I’m beginning to sense a patriotic theme in these salads and antipasto recipes or could it just be that the colours red, white and green really taste good together?
Caprese Salad named for the island of Capri is beyond easy to make but the combination of ingredients are beyond delicious.
The simplicity of soft mozzarella cheese and sweet ripe tomatoes drizzled with some good quality olive oil, cracked black pepper and a pinch of salt elevate this dish to a pricey appetizer choice on restaurant menus. The star ingredient however is the fragrant leafy basil, especially when it’s in season.
I’ve always planted basil in our summer garden, usually the Genovese variety for salads and pasta dishes and the tiny leaf, Globe variety for drying at the end of the season and enjoying during the winter months.
This year I've expanded my horizons to also include the planting of Lemon, Cinnamon, Leaf Lettuce and Purple Basil. I'm already looking for new recipes that use Lemon and Cinnamon basil as I’m not sure how they might be utilized.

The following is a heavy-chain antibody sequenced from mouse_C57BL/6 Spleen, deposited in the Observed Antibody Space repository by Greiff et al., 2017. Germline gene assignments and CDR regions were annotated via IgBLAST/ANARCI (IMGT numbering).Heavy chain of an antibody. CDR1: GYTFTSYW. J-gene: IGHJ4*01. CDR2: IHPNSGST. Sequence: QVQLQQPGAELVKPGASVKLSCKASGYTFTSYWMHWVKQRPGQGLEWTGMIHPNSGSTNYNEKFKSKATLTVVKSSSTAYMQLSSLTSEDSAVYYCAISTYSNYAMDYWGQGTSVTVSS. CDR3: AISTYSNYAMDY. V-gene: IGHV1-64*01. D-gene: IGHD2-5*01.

There are six varieties of basil in my garden and am hoping that Mr. and Mrs. Cottontail and family don’t take a liking to any of them. The rabbit family is the lesser of my problems right now since the bugs seem to share my love for Genovese Basil and I’ve had to transplant it into pots before it is totally devoured by the little critters.
The plating of this salad doesn’t always have to look so formal. A bowl of cherry or grape tomatoes tossed with cocktail bocconcini and dressed with the same combination of olive oil, salt, pepper and plenty of basil is even easier to prepare.
With so few ingredients required, the quality of these ingredients really counts.
soft, mozzarella cheese
- Layer tomatoes and cheese overlapping a little, tuck in some basil and drizzle with olive oil.
- Add salt and black cracked pepper to taste.
Notes, Tips and Suggestions
- Choose fresh mozzarella cheese and tomatoes that are a similar size if you wish to layer.
- If using large slices of tomato you may want to use Fiore di Latte or Mozzarina which are larger balls of the same unripened semi-soft cheese as bocconcini. Bocconcini simply means bite-size.